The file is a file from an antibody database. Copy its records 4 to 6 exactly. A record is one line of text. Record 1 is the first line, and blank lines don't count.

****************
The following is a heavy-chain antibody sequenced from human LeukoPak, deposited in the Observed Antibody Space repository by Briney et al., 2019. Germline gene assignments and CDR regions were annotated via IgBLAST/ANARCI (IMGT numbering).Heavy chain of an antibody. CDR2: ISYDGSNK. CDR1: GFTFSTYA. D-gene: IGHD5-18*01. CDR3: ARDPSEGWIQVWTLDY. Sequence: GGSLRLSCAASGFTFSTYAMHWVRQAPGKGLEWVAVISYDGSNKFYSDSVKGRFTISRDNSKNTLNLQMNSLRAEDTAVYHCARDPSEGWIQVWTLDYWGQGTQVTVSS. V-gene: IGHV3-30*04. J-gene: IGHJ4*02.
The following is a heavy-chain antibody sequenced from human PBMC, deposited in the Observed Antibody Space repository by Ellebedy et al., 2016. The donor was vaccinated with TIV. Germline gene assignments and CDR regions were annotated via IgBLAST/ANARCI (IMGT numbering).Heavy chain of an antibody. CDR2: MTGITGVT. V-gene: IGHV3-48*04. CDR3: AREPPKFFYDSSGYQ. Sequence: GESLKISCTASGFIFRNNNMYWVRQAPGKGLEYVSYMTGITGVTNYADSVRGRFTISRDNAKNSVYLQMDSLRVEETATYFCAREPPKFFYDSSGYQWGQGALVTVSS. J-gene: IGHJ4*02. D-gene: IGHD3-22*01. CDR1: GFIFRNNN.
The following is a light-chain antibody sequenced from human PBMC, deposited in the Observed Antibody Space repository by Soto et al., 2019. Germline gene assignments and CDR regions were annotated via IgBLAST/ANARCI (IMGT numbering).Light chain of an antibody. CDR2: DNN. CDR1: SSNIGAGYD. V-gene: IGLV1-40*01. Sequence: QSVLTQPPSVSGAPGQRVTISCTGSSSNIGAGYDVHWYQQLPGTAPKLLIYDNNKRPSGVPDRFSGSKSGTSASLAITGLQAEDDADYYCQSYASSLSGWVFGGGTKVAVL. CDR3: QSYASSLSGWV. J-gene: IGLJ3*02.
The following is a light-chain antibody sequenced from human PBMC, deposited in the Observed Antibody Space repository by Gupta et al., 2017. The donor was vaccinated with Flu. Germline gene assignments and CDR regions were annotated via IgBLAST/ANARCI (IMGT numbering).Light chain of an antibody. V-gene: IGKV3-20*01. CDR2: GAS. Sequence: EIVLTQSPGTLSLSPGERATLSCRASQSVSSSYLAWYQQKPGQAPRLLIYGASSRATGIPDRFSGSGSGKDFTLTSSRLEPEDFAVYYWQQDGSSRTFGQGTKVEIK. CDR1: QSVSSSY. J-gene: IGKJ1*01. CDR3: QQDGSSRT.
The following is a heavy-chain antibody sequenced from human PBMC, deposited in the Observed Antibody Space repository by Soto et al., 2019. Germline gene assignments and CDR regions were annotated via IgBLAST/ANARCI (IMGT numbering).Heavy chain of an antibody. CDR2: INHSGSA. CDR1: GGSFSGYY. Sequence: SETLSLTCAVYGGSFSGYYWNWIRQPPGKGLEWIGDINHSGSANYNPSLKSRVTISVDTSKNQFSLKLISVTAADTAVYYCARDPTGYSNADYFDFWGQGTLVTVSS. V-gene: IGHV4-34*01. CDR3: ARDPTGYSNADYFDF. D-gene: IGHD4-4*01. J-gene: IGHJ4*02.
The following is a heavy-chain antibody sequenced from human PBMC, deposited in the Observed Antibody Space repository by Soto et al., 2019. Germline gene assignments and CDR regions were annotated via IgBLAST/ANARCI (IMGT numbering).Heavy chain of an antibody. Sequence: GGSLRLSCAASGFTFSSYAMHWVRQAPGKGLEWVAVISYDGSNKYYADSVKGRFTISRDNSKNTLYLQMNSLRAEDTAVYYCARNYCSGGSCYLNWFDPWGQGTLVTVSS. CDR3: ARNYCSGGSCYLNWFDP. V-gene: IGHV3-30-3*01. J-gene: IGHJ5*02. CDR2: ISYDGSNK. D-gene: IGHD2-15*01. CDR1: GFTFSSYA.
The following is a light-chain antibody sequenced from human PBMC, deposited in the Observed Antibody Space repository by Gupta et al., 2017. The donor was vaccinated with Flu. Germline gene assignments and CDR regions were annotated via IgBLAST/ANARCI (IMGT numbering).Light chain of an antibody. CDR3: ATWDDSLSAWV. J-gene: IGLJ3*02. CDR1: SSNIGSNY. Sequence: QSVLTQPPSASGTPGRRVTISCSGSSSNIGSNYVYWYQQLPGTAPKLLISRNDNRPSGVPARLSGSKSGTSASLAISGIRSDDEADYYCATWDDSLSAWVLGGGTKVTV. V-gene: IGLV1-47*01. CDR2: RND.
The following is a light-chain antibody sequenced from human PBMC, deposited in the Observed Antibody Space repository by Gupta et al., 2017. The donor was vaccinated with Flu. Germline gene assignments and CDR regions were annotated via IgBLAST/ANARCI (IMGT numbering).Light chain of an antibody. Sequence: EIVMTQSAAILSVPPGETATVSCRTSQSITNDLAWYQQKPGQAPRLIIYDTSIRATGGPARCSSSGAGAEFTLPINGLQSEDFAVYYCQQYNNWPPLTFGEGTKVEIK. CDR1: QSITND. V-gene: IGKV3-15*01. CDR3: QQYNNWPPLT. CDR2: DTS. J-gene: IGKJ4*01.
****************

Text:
The following is a light-chain antibody sequenced from human PBMC, deposited in the Observed Antibody Space repository by Gupta et al., 2017. The donor was vaccinated with Flu. Germline gene assignments and CDR regions were annotated via IgBLAST/ANARCI (IMGT numbering).Light chain of an antibody. V-gene: IGKV3-20*01. CDR2: GAS. Sequence: EIVLTQSPGTLSLSPGERATLSCRASQSVSSSYLAWYQQKPGQAPRLLIYGASSRATGIPDRFSGSGSGKDFTLTSSRLEPEDFAVYYWQQDGSSRTFGQGTKVEIK. CDR1: QSVSSSY. J-gene: IGKJ1*01. CDR3: QQDGSSRT.
The following is a heavy-chain antibody sequenced from human PBMC, deposited in the Observed Antibody Space repository by Soto et al., 2019. Germline gene assignments and CDR regions were annotated via IgBLAST/ANARCI (IMGT numbering).Heavy chain of an antibody. CDR2: INHSGSA. CDR1: GGSFSGYY. Sequence: SETLSLTCAVYGGSFSGYYWNWIRQPPGKGLEWIGDINHSGSANYNPSLKSRVTISVDTSKNQFSLKLISVTAADTAVYYCARDPTGYSNADYFDFWGQGTLVTVSS. V-gene: IGHV4-34*01. CDR3: ARDPTGYSNADYFDF. D-gene: IGHD4-4*01. J-gene: IGHJ4*02.
The following is a heavy-chain antibody sequenced from human PBMC, deposited in the Observed Antibody Space repository by Soto et al., 2019. Germline gene assignments and CDR regions were annotated via IgBLAST/ANARCI (IMGT numbering).Heavy chain of an antibody. Sequence: GGSLRLSCAASGFTFSSYAMHWVRQAPGKGLEWVAVISYDGSNKYYADSVKGRFTISRDNSKNTLYLQMNSLRAEDTAVYYCARNYCSGGSCYLNWFDPWGQGTLVTVSS. CDR3: ARNYCSGGSCYLNWFDP. V-gene: IGHV3-30-3*01. J-gene: IGHJ5*02. CDR2: ISYDGSNK. D-gene: IGHD2-15*01. CDR1: GFTFSSYA.